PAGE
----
"Pakistan will develop as a manufacturing hub over the coming years, with the textile and automotive sectors posting the fastest growth at the beginning of our forecast period. Domestic manufacturing investment will be boosted by the windfall from lower energy prices compared to the last decade, and improved domestic energy supply."



A new report from BMI Research has identified the "10 emerging markets of the future" — the countries that are set to become new drivers of economic growth over the next 10 years.

BMI estimates that these countries will cumulatively add $4.3 trillion to global GDP by 2025 — roughly the equivalent of Japan's current economy.

In general, manufacturing and construction are the sectors that will drive the economies. BMI reports that new manufacturing hubs are set to emerge in Bangladesh, Myanmar, and Pakistan, and that these countries will see particularly strong growth in exporting manufacturing industries. And construction growth is going to be widespread throughout all the countries — partly to facilitate increases in urban populations and partly to help develop the manufacturing sector.

On the other hand, extractive industries — like mining, oil, and gas — are going to play a far smaller role in driving growth than they have the past 15 years.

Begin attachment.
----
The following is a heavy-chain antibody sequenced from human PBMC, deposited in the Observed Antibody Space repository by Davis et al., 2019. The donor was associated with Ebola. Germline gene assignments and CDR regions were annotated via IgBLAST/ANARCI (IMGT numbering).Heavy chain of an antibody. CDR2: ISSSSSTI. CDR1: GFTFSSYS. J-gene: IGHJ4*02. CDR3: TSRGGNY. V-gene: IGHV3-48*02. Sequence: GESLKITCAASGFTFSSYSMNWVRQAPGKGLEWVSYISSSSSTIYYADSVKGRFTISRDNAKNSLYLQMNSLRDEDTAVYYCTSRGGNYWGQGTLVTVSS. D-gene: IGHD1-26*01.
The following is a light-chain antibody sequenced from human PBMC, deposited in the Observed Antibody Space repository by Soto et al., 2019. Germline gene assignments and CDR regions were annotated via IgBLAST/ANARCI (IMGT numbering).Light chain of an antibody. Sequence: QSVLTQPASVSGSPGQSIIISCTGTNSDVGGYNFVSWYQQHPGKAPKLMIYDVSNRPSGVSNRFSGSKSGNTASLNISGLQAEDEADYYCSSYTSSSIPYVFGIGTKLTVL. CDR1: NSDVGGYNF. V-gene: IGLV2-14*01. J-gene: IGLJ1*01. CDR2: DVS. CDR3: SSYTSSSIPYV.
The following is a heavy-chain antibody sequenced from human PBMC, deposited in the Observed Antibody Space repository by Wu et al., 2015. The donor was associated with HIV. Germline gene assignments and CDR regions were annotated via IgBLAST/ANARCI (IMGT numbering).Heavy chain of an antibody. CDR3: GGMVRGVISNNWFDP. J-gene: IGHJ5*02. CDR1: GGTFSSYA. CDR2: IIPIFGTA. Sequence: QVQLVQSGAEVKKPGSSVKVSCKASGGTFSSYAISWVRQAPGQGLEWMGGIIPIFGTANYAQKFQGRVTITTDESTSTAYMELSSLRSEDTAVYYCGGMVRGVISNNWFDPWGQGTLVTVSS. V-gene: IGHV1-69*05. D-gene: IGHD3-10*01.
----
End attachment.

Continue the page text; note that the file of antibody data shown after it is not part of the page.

While it might provide bright spots for some countries, the report states, "the ubiquitous commodity-driven growth model that was derailed by the 2012-2015 collapse in commodity prices is not coming back."

Riaz Haq said…
Two-time #Grammy wining #American DJ and #music producer Diplo brings his Mad Decent Block Party to #Pakistan's capital #Islamabad over the weekend, headlining a roster of musicians including local #Pakistani acts. #SNKM

http://www.todayonline.com/world/pakistan-gets-dash-music-diplo-macy

For two-time Grammy winner Diplo, playing Pakistan is a way to foster good relations with the mostly Muslim country after an angry Jan. 1 tweet from U.S. President Donald Trump complaining that Pakistan gives "terrorists" a safe haven.

"I think the best way we can do any kind of diplomacy with the Pakistani people is ... basically reaching out to the kids like we do at the concerts," Diplo told TMZ last month after the Trump tweet, which soured U.S.-Pakistani relations.